Do Welfare Benefits Pay Electoral Dividends? Evidence from the Food Stamp Program Rollout

39 Pages Posted: 25 Nov 2016 Last revised: 25 May 2019

See all articles by Vladimir Kogan

Vladimir Kogan

Ohio State University (OSU) - Department of Political Science

Date Written: May 23, 2019

Abstract

Growing evidence suggests that pocketbook considerations influence voting behavior in the U.S. and other developed countries and that incumbents can use targeted government benefits to win voter support. It remains unclear whether the general relationship between government spending and incumbent support also holds for means-tested welfare programs, however. I contribute to this empirical literature by taking advantage of the decade-long rollout of the American Food Stamp Program. The staggered timing of local program implementation allows me to credibly estimate the causal effect of this new benefit on election outcomes. Overall, I find that Democrats -- at the center of the program's enacting coalition -- gained votes when the program was implemented locally, apparently through mobilization of new supporters rather than the conversion of political opponents.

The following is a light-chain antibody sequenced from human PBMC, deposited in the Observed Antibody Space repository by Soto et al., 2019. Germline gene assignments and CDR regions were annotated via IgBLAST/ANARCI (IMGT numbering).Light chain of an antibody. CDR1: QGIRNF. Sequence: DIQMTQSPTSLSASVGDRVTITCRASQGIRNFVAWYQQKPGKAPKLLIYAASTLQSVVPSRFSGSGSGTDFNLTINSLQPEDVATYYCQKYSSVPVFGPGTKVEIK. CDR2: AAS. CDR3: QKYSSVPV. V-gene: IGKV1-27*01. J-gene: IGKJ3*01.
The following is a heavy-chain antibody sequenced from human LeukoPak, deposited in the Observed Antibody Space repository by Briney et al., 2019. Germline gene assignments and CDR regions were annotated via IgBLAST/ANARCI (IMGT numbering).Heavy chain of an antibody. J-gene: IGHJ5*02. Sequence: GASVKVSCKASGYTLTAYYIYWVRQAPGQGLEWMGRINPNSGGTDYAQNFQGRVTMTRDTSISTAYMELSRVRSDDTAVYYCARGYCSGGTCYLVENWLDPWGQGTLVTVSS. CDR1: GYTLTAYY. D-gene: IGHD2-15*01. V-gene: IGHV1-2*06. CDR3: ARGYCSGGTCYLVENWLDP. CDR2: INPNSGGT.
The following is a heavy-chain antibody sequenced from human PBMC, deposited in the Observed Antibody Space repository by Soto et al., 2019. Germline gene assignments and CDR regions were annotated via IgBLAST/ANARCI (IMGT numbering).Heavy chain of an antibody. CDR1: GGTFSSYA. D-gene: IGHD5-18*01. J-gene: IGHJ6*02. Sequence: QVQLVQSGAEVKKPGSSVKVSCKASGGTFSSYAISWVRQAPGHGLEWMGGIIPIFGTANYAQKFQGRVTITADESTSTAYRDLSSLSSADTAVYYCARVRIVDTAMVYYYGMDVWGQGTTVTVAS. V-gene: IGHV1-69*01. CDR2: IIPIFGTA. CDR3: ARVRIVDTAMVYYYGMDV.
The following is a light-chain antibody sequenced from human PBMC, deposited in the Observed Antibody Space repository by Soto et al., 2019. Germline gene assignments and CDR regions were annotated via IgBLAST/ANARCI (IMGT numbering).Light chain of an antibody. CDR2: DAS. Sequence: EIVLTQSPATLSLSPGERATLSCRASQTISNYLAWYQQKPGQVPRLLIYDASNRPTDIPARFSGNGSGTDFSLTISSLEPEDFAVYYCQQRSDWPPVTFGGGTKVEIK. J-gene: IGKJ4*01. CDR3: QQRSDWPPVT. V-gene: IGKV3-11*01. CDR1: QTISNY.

Keywords: welfare state, policy feedback, food stamps, distributive politics, retrospective voting, pocketbook voting

JEL Classification: H00, H5, H53, H7, H75, I3, I38

Suggested Citation

Kogan, Vladimir, Do Welfare Benefits Pay Electoral Dividends? Evidence from the Food Stamp Program Rollout (May 23, 2019). Available at SSRN: https://ssrn.com/abstract=2874410 or http://dx.doi.org/10.2139/ssrn.2874410

Vladimir Kogan (Contact Author)

Ohio State University (OSU) - Department of Political Science ( email )

Columbus, OH 43210
United States

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